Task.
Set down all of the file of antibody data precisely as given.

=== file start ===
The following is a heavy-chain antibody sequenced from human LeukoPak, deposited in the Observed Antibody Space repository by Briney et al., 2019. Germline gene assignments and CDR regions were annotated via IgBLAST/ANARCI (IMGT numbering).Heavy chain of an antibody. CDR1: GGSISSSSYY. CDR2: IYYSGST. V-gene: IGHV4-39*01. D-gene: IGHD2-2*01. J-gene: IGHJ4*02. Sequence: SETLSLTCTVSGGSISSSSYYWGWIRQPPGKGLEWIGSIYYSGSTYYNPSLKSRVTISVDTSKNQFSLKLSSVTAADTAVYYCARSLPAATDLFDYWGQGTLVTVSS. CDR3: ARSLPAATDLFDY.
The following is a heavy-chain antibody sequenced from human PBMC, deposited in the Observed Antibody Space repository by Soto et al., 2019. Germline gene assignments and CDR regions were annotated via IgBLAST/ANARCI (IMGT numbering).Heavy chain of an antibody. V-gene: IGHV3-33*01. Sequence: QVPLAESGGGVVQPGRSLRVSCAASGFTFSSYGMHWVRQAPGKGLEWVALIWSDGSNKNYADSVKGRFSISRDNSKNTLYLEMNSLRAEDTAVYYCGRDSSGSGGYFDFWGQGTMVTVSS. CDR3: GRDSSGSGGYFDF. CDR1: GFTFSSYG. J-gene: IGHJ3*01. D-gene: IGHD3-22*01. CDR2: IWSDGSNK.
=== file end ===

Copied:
The following is a heavy-chain antibody sequenced from human LeukoPak, deposited in the Observed Antibody Space repository by Briney et al., 2019. Germline gene assignments and CDR regions were annotated via IgBLAST/ANARCI (IMGT numbering).Heavy chain of an antibody. CDR1: GGSISSSSYY. CDR2: IYYSGST. V-gene: IGHV4-39*01. D-gene: IGHD2-2*01. J-gene: IGHJ4*02. Sequence: SETLSLTCTVSGGSISSSSYYWGWIRQPPGKGLEWIGSIYYSGSTYYNPSLKSRVTISVDTSKNQFSLKLSSVTAADTAVYYCARSLPAATDLFDYWGQGTLVTVSS. CDR3: ARSLPAATDLFDY.
The following is a heavy-chain antibody sequenced from human PBMC, deposited in the Observed Antibody Space repository by Soto et al., 2019. Germline gene assignments and CDR regions were annotated via IgBLAST/ANARCI (IMGT numbering).Heavy chain of an antibody. V-gene: IGHV3-33*01. Sequence: QVPLAESGGGVVQPGRSLRVSCAASGFTFSSYGMHWVRQAPGKGLEWVALIWSDGSNKNYADSVKGRFSISRDNSKNTLYLEMNSLRAEDTAVYYCGRDSSGSGGYFDFWGQGTMVTVSS. CDR3: GRDSSGSGGYFDF. CDR1: GFTFSSYG. J-gene: IGHJ3*01. D-gene: IGHD3-22*01. CDR2: IWSDGSNK.